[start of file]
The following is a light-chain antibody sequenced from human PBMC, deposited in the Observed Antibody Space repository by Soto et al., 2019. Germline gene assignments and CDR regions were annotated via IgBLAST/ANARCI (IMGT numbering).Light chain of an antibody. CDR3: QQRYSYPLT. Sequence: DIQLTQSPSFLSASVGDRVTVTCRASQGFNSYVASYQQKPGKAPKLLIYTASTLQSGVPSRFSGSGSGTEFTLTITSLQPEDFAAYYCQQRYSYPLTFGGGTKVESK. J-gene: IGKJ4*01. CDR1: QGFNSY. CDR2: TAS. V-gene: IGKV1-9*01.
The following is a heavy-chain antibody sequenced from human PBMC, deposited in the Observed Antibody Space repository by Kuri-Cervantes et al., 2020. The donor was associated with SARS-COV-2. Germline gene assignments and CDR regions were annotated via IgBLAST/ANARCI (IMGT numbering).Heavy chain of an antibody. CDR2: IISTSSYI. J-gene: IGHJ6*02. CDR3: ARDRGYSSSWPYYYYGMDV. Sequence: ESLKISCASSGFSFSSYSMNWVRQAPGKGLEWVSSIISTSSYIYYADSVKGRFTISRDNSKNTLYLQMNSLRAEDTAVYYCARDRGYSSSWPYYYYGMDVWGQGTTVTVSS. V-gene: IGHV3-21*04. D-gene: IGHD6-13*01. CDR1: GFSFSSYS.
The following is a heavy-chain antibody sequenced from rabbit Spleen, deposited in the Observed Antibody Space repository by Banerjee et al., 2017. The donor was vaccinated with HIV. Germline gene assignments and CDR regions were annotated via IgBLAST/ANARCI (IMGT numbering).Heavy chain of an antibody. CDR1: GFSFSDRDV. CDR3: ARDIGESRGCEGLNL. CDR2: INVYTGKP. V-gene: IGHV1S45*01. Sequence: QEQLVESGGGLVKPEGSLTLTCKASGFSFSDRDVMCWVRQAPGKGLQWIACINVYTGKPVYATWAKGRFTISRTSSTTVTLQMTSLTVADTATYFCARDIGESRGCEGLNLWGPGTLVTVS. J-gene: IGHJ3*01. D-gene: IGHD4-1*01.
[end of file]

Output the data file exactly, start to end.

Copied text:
The following is a light-chain antibody sequenced from human PBMC, deposited in the Observed Antibody Space repository by Soto et al., 2019. Germline gene assignments and CDR regions were annotated via IgBLAST/ANARCI (IMGT numbering).Light chain of an antibody. CDR3: QQRYSYPLT. Sequence: DIQLTQSPSFLSASVGDRVTVTCRASQGFNSYVASYQQKPGKAPKLLIYTASTLQSGVPSRFSGSGSGTEFTLTITSLQPEDFAAYYCQQRYSYPLTFGGGTKVESK. J-gene: IGKJ4*01. CDR1: QGFNSY. CDR2: TAS. V-gene: IGKV1-9*01.
The following is a heavy-chain antibody sequenced from human PBMC, deposited in the Observed Antibody Space repository by Kuri-Cervantes et al., 2020. The donor was associated with SARS-COV-2. Germline gene assignments and CDR regions were annotated via IgBLAST/ANARCI (IMGT numbering).Heavy chain of an antibody. CDR2: IISTSSYI. J-gene: IGHJ6*02. CDR3: ARDRGYSSSWPYYYYGMDV. Sequence: ESLKISCASSGFSFSSYSMNWVRQAPGKGLEWVSSIISTSSYIYYADSVKGRFTISRDNSKNTLYLQMNSLRAEDTAVYYCARDRGYSSSWPYYYYGMDVWGQGTTVTVSS. V-gene: IGHV3-21*04. D-gene: IGHD6-13*01. CDR1: GFSFSSYS.
The following is a heavy-chain antibody sequenced from rabbit Spleen, deposited in the Observed Antibody Space repository by Banerjee et al., 2017. The donor was vaccinated with HIV. Germline gene assignments and CDR regions were annotated via IgBLAST/ANARCI (IMGT numbering).Heavy chain of an antibody. CDR1: GFSFSDRDV. CDR3: ARDIGESRGCEGLNL. CDR2: INVYTGKP. V-gene: IGHV1S45*01. Sequence: QEQLVESGGGLVKPEGSLTLTCKASGFSFSDRDVMCWVRQAPGKGLQWIACINVYTGKPVYATWAKGRFTISRTSSTTVTLQMTSLTVADTATYFCARDIGESRGCEGLNLWGPGTLVTVS. J-gene: IGHJ3*01. D-gene: IGHD4-1*01.